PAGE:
Having focused on enforcement and illegal immigration, the Trump Administration has recently turned to legal immigration.  The new Public Charge rule which will go into effect on October 15, 2019, absent court action, will make it harder for some foreign nationals to obtain green cards or even to secure or extend temporary non-immigrant status.  What has been something that primarily affected family-based immigration may now affect some employers and their employees as well.  Any workers with a family of four and an income of less than $64,000 (or 250% of the federal poverty guidelines) could be subject to the Public Charge Rule.

The Public Charge rule was always meant to limit the admission or immigration of individuals who were not basically self-sufficient.  Until recently, the rule was interpreted to cover individuals who accepted cash welfare benefits.  But now the rule will also include those who use (or might use) food stamps, government-subsidized housing vouchers and subsidized medical insurance — if they use any of the covered benefits for 12 aggregate months or more during any 3-year period.  While any determination by USCIS or the Department of State at Consulates and Embassies abroad will still be based upon a consideration of the “totality of the circumstances,” the Public Charge rule likely will be more central to the discretionary decision-making process.   The rule will not apply in all circumstances.  There are exceptions.  For instance, the rule will not be applied to U.S. citizens  or penalize receipt of benefits by U.S. citizens — even if the U.S. citizen is related to the applicant for immigration benefits.  And, among other exceptions, the rule will not apply to refugees or pregnant women for up to 60 days after giving birth.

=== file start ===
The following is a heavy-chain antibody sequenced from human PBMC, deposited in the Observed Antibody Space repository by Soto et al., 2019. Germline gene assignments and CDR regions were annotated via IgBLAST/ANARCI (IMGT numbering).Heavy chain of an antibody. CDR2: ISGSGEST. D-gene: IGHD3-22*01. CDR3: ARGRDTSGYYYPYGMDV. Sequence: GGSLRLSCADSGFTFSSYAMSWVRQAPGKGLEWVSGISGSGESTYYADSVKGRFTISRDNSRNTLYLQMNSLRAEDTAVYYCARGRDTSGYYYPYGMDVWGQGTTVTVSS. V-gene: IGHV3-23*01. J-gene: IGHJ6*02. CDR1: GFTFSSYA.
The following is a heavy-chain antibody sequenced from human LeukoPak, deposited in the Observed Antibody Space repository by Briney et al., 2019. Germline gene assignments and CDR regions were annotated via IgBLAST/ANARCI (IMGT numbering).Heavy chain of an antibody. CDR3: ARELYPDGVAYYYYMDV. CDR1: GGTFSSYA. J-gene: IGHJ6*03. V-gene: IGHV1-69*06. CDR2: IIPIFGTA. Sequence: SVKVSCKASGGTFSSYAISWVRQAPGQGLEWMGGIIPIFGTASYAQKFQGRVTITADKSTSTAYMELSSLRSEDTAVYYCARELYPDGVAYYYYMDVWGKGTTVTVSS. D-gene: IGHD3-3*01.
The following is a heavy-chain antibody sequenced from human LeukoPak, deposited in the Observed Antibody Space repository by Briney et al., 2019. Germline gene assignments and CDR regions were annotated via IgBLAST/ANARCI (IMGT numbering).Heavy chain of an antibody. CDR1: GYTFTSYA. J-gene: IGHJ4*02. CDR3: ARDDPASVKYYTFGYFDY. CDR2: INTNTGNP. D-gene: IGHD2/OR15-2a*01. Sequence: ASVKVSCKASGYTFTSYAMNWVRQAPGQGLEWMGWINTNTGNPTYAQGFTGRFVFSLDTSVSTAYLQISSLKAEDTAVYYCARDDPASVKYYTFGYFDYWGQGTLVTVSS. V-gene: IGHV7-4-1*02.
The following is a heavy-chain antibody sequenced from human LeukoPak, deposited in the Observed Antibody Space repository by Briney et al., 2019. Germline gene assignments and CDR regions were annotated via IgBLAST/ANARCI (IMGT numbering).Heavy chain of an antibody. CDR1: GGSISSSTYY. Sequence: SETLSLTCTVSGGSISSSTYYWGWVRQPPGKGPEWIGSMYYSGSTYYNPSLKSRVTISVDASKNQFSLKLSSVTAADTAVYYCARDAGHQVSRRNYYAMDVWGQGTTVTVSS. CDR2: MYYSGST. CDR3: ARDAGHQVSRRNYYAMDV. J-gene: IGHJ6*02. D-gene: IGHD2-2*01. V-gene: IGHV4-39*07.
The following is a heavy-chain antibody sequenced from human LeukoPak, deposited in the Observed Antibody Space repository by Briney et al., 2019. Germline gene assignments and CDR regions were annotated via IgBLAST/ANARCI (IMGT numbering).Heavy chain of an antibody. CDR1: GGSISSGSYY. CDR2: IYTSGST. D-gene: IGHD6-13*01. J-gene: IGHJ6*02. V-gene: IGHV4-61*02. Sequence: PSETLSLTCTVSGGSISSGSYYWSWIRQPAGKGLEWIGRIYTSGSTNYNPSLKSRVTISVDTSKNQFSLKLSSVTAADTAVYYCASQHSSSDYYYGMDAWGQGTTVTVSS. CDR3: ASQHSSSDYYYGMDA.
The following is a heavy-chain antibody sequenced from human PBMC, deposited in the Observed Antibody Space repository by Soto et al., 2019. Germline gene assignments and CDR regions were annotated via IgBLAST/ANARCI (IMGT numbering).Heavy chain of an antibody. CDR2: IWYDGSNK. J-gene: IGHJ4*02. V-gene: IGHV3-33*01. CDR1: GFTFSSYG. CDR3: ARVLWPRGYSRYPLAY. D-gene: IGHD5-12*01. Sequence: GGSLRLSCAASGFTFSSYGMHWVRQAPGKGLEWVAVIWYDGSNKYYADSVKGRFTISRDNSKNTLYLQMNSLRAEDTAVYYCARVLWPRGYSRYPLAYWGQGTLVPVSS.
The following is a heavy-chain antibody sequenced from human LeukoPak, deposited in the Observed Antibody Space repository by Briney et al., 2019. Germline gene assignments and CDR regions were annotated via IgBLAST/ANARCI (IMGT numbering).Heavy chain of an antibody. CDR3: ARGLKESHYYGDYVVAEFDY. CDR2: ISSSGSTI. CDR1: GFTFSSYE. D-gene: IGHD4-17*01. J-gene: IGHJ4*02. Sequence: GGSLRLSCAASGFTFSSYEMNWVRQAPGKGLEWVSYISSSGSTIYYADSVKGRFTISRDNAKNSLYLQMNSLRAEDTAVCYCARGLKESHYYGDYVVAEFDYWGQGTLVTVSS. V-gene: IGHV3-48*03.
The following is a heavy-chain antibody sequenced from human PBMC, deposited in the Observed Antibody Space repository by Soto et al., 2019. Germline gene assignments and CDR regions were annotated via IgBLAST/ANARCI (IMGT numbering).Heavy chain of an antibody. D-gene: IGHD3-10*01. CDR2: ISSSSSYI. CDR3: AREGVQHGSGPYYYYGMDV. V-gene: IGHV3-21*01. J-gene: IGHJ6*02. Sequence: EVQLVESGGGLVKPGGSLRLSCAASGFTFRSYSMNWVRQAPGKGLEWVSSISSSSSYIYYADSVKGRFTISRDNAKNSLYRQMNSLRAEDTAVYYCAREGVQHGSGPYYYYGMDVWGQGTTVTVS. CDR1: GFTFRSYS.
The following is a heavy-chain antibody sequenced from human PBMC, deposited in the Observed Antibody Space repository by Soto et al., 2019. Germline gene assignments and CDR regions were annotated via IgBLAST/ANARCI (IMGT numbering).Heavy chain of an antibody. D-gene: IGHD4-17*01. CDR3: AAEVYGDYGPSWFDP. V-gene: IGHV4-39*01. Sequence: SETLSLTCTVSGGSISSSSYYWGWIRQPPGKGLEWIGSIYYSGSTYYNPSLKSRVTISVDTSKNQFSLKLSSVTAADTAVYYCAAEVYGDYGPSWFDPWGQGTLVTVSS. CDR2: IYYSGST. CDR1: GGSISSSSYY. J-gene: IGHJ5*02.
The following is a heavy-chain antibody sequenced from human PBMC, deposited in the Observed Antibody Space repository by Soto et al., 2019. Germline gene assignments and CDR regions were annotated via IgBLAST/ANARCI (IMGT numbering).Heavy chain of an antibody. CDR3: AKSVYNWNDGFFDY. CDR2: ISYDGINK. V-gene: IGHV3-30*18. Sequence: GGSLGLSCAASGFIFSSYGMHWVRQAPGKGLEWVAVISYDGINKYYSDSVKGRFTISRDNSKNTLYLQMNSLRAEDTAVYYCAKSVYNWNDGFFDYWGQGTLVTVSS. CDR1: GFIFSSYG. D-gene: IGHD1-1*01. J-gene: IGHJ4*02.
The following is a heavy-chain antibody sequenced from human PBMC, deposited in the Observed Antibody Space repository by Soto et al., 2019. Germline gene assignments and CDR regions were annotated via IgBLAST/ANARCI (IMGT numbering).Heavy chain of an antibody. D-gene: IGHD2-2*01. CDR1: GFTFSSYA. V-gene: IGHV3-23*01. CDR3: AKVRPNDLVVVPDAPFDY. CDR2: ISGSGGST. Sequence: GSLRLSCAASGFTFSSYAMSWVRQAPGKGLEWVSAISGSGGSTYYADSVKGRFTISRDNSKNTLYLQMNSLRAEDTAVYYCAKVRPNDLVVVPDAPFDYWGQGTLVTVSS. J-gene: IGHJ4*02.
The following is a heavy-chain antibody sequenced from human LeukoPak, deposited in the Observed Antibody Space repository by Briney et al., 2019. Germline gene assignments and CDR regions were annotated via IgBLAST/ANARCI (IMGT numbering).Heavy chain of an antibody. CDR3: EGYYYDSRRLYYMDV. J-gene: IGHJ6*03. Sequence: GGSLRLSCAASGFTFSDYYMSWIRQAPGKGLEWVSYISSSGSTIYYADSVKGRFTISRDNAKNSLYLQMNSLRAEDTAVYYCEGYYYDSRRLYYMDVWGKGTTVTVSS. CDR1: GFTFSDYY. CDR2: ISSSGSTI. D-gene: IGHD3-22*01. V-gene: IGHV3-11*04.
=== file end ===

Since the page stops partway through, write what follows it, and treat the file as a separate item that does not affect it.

The new public charge rule has been widely criticized.  Lawsuits challenging the rule are expected.  Seventeen state attorneys general have argued that DHS “failed to estimate the true costs” of the regulation.  DHS itself stated in its discussion regarding the new rule that “[w]hile some commenters provided support for the rule, the vast majority of commenters opposed the rule.”  There is reportedly fear among immigrants about the impact of the rule. Since the mention of changes in the Public Charge rule, immigrants have been afraid to apply for benefits they need – even benefits for their U.S. citizen children.

With the attempt to add a citizenship question to the census, the ICE raid on poultry processing plants in Mississippi,  and now the announcement of the new Public Charge rule, the Trump Administration has in a short time made headway on one of President Donald Trump’s key campaign issues — protecting U.S. workers by limiting and chilling certain types of immigration to the United States.  Among the Administration’s priorities is limiting or eliminating “immigration magnets” such as government assistance and the related possibility of employment.

The new rule is over 800 pages long and complex.  If you have questions about how this could affect your workforce, your Jackson Lewis attorney is available to assist.